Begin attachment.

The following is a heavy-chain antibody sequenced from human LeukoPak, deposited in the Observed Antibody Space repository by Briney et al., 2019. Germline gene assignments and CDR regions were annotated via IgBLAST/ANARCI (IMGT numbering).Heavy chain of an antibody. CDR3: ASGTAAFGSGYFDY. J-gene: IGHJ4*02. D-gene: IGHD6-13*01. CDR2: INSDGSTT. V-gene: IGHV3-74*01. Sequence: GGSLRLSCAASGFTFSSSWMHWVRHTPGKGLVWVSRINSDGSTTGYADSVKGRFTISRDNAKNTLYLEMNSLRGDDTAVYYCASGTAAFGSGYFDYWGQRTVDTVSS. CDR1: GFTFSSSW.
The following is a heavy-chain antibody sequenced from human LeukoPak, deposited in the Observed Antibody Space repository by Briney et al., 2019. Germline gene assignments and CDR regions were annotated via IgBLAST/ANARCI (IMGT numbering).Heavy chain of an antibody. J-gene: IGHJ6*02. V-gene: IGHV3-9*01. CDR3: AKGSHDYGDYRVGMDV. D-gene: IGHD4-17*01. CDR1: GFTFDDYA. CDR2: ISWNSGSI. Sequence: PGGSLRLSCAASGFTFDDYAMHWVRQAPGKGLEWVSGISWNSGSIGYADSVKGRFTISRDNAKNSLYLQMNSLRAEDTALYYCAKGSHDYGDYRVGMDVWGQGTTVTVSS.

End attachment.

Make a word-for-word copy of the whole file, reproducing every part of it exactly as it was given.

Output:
The following is a heavy-chain antibody sequenced from human LeukoPak, deposited in the Observed Antibody Space repository by Briney et al., 2019. Germline gene assignments and CDR regions were annotated via IgBLAST/ANARCI (IMGT numbering).Heavy chain of an antibody. CDR3: ASGTAAFGSGYFDY. J-gene: IGHJ4*02. D-gene: IGHD6-13*01. CDR2: INSDGSTT. V-gene: IGHV3-74*01. Sequence: GGSLRLSCAASGFTFSSSWMHWVRHTPGKGLVWVSRINSDGSTTGYADSVKGRFTISRDNAKNTLYLEMNSLRGDDTAVYYCASGTAAFGSGYFDYWGQRTVDTVSS. CDR1: GFTFSSSW.
The following is a heavy-chain antibody sequenced from human LeukoPak, deposited in the Observed Antibody Space repository by Briney et al., 2019. Germline gene assignments and CDR regions were annotated via IgBLAST/ANARCI (IMGT numbering).Heavy chain of an antibody. J-gene: IGHJ6*02. V-gene: IGHV3-9*01. CDR3: AKGSHDYGDYRVGMDV. D-gene: IGHD4-17*01. CDR1: GFTFDDYA. CDR2: ISWNSGSI. Sequence: PGGSLRLSCAASGFTFDDYAMHWVRQAPGKGLEWVSGISWNSGSIGYADSVKGRFTISRDNAKNSLYLQMNSLRAEDTALYYCAKGSHDYGDYRVGMDVWGQGTTVTVSS.